Raipur, Dec 03 (ANI): A view of the Chhattisgarh Congress office during the counting of votes for the State Assembly elections, in Raipur on Sunday. As per official EC trends, the Bharatiya Janata Party (BJP) is leading in the state with 54 of the total 90 seats. (ANI Photo)
On December 17, 2018, four men stood in Raipur’s indoor stadium to a cheering crowd, their hands held aloft in victory. To the left were TS Singh Deo and Tamradhwaj Sahu, senior Congress leaders who had just won but lost out on the top job. In the centre was Rahul Gandhi, and to his right, was Bhupesh Baghel, the man who would be the first Congress chief minister for decade-and-a-half. Politically, it was a heady time. The Congress had won a decisive mandate, winning 68 of 90 seats, and the BJP’s only senior leader, chief minister Raman Singh, had been soundly beaten. Chhattisgarh had voted for the BJP three times, and was not a state that seemed amenable to switches of power. Five years later, those advantages lie frittered away — despite the BJP not mounting an aggressive campaign, the Congress government has collapsed under the weight of its own contradictions.
Immediately after coming to power, with the 2024 Lok Sabha elections on the anvil, chief minister Baghel set off on creating a regional Chhattisgarhiya identity, promoting traditions and festivals. This identity was rooted in OBC politics, the argument being that the backward classes formed a bulk of the population. Senior Congress leaders now admitted that this was a key strategic error, which was shown up even in 2019, when the Congress only won two of 11 Lok Sabha seats on offer.
“In Chhattisgarh, the OBCs do not necessarily vote on caste like the rest of the Hindi heartland, except the Sahus that have turned decisively towards the BJP. The Chhattisgarhiya identity applies only to the rural plains, and in that sense, we forgot about the tribals, who vote as a group. We had swept the tribal regions, and have now been swept out of them. Most tribal leaders worked against each other and the party did not pay attention to this,” a senior Congress leader said.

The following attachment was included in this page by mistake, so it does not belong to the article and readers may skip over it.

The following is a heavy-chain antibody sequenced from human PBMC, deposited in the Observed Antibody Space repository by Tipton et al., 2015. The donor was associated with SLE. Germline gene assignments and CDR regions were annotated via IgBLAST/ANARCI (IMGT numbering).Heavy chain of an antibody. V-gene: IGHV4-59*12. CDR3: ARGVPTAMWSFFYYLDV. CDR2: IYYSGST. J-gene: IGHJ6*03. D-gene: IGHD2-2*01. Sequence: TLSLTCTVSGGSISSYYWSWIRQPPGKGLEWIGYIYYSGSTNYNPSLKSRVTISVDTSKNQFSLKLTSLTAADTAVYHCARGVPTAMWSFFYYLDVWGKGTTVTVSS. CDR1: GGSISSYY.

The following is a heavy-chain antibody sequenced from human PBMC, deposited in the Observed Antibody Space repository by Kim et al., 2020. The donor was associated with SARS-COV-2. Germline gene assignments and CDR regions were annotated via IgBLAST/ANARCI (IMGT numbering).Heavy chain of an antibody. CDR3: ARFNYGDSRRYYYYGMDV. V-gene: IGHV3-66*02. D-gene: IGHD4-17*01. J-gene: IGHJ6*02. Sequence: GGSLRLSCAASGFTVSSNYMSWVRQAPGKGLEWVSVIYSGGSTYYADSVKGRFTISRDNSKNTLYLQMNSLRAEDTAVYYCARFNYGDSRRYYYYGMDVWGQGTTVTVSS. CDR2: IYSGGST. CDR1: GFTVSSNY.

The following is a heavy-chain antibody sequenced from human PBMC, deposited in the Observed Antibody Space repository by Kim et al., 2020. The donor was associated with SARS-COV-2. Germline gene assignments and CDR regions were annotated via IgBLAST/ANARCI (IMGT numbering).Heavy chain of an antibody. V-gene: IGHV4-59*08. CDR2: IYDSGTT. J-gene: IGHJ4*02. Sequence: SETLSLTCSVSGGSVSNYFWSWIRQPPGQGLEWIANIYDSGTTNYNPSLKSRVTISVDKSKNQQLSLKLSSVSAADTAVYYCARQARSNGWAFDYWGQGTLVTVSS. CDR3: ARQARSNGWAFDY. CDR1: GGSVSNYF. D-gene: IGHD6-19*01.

Of the 29 seats reserved for Scheduled Tribes, the Congress won 25 in 2018, and has now fallen to 11 seats. Overall, the BJP won 56 seats and 46.36% of the vote share, up from the 15 seats and 33% vote share in 2018.
The other issue, Congress leaders said, particularly in Bastar, was concerns raised by local tribals against “forced conversions”. Local communities across the 12 seats of Bastar, particularly in an around Narayanpur, have raised concerns of their members being proselytized by Christian missionaries.
“The BJP created this narrative well, and was able to convince people that the Congress was against tribal culture. Our lack of focus on these concerns has cost us,” a senior Congress leader said.
Another senior leader said that a simmering leadership struggle within the Congress in the wake of the 2018 win also cost the Congress. When Baghel was appointed chief minister, some within the Congress suggested it was part of a shared power arrangement with TS Singh Deo, who holds sway in north Chhattisgarh.
“This crisis played out several times over the past five years, and in north Chhattisgarh, Singh Deo was no longer seen as a political heavyweight. In Surguja that has 14 seats, the BJP has swept the region. The Congress also angered the Sahus by their mistreatment of Tamradhwaj Sahu, who thought he was going to be chief minister, but the job was given to Baghel instead. Instead of resolving these issues, they were allowed to fester, and the results are before us,” a senior Congress leader said.
Political experts said that the Congress hoped that their welfare schemes, from prices of paddy for farmers to those of minor forest produce for tribals, would help the party overcome these factors, apart from Baghel’s personal popularity which had seemingly permeated to the ground as effectively as it had percolated to the national media.
“Basically, there has been a fundamental sense of overconfidence in the government’s schemes. But voters wanted a new narrative that they were not offered by the Congress. It is clear there was gross mismanagement in the campaign, and MLAs were left alone to campaign in their constituencies,” Harsh Dubey, a Chhattisgarh based political commentator said.
A senior Congress leader admitted a failure of reading the ground sentiment. “We were hoping that the party’s schemes will help garner votes but that has not worked. This vote share difference showed there is an undercurrent against us which we were not able to gauge,” the leader said. The party had a vote share of 42.4%.
Former Chhattisgarh cihef minister Raman Singh, one of the contenders of the top post again said, “People knew that the Congress guarantees are fake, that Baghel didn’t fulfil his promises, and that Prime Minister Modi would fulfil those he has made.”
Such is the scale of the BJP victory that all four men that stood victorious in December 2018 now stand diminished. Bhupesh Baghel as a chief minister who failed to lead the Congress back to power; Rahul Gandhi who now stares at a daunting 2024 challenge; and Singh Deo and Sahu, who now cannot even call themselves legislators.
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